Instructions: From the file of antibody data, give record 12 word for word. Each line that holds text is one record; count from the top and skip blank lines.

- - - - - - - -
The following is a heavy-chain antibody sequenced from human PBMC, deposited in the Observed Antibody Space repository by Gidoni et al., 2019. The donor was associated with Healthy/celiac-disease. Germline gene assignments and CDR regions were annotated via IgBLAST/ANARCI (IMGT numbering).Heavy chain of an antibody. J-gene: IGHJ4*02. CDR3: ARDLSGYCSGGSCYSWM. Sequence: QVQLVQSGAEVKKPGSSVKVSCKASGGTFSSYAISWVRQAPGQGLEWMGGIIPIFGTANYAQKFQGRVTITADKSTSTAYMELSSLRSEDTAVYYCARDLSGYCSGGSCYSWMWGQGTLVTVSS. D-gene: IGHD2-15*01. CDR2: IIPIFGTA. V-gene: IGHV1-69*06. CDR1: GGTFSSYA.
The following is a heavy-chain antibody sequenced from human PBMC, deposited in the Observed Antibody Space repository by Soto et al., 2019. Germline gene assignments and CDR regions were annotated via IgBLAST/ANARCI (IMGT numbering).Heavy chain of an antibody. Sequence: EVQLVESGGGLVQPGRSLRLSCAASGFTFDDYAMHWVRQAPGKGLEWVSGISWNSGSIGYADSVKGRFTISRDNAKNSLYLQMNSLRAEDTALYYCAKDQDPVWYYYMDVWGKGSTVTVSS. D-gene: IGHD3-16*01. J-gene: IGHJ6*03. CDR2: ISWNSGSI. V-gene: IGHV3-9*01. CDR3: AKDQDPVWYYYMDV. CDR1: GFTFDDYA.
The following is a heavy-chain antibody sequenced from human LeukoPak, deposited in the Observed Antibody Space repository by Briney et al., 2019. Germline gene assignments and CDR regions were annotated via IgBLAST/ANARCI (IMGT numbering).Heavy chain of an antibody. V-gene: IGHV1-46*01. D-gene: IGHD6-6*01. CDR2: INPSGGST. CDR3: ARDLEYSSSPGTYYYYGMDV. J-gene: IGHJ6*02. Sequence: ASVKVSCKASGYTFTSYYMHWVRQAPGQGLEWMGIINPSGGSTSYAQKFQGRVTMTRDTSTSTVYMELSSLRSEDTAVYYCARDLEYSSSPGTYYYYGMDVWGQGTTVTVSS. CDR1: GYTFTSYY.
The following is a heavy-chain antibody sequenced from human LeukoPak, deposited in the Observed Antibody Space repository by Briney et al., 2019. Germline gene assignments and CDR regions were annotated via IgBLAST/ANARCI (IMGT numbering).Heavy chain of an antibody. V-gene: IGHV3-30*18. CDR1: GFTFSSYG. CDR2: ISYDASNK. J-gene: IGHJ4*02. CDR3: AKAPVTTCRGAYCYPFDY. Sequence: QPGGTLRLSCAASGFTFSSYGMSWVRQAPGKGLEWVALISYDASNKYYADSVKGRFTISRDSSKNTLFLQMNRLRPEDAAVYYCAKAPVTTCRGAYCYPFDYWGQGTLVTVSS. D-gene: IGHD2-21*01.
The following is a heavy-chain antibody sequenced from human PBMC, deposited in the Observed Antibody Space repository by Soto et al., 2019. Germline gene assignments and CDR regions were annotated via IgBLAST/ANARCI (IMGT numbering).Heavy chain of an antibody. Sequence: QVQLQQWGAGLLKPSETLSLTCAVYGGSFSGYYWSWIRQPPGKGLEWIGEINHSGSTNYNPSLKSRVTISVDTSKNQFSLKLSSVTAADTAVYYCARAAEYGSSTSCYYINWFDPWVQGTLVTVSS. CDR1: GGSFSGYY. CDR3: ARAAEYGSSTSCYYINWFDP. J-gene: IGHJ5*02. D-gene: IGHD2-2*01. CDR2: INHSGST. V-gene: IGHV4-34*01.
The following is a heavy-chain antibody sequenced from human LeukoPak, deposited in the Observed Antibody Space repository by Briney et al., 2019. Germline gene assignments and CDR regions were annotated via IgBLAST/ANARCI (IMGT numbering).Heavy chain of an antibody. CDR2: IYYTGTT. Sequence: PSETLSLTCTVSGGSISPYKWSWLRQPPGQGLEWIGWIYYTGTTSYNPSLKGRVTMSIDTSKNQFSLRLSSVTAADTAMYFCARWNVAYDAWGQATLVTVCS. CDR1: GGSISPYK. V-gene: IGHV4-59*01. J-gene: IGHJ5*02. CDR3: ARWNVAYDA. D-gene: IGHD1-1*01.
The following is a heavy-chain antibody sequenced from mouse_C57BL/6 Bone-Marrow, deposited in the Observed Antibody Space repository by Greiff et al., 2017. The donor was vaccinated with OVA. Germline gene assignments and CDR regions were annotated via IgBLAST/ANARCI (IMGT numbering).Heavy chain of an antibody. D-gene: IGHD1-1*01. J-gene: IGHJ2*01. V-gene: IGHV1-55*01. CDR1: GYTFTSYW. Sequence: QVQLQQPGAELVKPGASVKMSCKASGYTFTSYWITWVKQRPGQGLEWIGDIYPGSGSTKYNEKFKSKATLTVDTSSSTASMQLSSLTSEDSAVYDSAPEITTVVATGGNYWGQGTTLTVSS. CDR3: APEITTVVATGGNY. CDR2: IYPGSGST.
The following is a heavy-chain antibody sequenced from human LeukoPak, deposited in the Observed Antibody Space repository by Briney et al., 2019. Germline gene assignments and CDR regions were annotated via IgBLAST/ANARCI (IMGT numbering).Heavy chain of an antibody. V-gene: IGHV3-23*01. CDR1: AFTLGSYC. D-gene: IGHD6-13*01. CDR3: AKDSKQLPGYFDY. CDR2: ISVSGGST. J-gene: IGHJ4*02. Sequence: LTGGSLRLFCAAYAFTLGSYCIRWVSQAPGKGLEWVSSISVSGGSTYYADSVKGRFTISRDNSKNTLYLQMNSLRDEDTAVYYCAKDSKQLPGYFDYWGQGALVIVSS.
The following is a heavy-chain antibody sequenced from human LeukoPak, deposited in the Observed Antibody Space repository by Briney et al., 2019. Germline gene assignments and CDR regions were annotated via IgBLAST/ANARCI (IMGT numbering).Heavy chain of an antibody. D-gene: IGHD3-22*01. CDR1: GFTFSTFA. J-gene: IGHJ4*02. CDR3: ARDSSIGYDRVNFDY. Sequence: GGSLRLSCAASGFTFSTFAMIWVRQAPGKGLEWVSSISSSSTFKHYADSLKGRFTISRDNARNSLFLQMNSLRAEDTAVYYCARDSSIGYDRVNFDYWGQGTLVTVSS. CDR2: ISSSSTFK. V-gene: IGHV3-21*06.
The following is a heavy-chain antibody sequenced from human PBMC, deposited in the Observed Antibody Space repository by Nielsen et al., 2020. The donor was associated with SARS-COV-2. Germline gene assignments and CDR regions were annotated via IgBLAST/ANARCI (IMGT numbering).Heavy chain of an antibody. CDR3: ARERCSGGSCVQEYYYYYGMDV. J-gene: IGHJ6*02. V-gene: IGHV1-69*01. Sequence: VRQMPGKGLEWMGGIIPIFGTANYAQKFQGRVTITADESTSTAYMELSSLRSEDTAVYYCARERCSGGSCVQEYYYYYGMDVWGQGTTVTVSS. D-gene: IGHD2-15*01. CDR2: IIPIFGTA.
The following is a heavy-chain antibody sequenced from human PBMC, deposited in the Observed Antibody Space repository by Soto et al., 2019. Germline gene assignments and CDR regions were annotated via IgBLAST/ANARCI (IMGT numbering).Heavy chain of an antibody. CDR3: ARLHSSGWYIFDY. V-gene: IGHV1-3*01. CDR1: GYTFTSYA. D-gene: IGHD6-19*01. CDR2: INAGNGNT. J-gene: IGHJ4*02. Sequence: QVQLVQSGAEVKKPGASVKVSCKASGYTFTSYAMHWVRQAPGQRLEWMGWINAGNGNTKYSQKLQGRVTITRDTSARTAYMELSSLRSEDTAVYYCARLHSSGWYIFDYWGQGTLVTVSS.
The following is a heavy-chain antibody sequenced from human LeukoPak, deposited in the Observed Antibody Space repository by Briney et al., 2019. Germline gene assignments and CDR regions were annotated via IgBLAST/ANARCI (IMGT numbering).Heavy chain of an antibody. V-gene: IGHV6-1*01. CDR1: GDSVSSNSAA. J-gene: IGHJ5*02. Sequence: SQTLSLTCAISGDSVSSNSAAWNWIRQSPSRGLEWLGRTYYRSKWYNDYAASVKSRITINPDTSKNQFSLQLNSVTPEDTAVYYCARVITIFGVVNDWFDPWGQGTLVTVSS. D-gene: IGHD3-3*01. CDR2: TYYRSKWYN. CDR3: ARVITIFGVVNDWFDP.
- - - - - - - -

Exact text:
The following is a heavy-chain antibody sequenced from human LeukoPak, deposited in the Observed Antibody Space repository by Briney et al., 2019. Germline gene assignments and CDR regions were annotated via IgBLAST/ANARCI (IMGT numbering).Heavy chain of an antibody. V-gene: IGHV6-1*01. CDR1: GDSVSSNSAA. J-gene: IGHJ5*02. Sequence: SQTLSLTCAISGDSVSSNSAAWNWIRQSPSRGLEWLGRTYYRSKWYNDYAASVKSRITINPDTSKNQFSLQLNSVTPEDTAVYYCARVITIFGVVNDWFDPWGQGTLVTVSS. D-gene: IGHD3-3*01. CDR2: TYYRSKWYN. CDR3: ARVITIFGVVNDWFDP.